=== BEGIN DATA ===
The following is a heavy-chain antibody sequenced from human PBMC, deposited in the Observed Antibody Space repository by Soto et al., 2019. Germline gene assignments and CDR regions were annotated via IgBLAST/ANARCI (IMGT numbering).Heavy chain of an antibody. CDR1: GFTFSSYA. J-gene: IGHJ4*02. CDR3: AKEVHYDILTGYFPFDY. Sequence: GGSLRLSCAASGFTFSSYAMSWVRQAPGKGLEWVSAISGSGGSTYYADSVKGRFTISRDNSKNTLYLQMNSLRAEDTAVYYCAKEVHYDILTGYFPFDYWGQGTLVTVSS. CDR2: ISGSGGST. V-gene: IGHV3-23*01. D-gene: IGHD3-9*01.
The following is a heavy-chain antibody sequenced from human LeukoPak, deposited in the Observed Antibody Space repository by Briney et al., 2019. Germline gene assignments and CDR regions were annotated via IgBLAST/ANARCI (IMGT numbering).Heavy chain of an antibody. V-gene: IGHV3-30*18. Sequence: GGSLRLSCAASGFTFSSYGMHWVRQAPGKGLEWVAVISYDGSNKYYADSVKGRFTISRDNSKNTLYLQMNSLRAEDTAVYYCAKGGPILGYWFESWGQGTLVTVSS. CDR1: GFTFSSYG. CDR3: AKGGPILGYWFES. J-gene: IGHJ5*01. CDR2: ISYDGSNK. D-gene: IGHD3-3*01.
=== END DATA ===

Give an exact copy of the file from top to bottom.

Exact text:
The following is a heavy-chain antibody sequenced from human PBMC, deposited in the Observed Antibody Space repository by Soto et al., 2019. Germline gene assignments and CDR regions were annotated via IgBLAST/ANARCI (IMGT numbering).Heavy chain of an antibody. CDR1: GFTFSSYA. J-gene: IGHJ4*02. CDR3: AKEVHYDILTGYFPFDY. Sequence: GGSLRLSCAASGFTFSSYAMSWVRQAPGKGLEWVSAISGSGGSTYYADSVKGRFTISRDNSKNTLYLQMNSLRAEDTAVYYCAKEVHYDILTGYFPFDYWGQGTLVTVSS. CDR2: ISGSGGST. V-gene: IGHV3-23*01. D-gene: IGHD3-9*01.
The following is a heavy-chain antibody sequenced from human LeukoPak, deposited in the Observed Antibody Space repository by Briney et al., 2019. Germline gene assignments and CDR regions were annotated via IgBLAST/ANARCI (IMGT numbering).Heavy chain of an antibody. V-gene: IGHV3-30*18. Sequence: GGSLRLSCAASGFTFSSYGMHWVRQAPGKGLEWVAVISYDGSNKYYADSVKGRFTISRDNSKNTLYLQMNSLRAEDTAVYYCAKGGPILGYWFESWGQGTLVTVSS. CDR1: GFTFSSYG. CDR3: AKGGPILGYWFES. J-gene: IGHJ5*01. CDR2: ISYDGSNK. D-gene: IGHD3-3*01.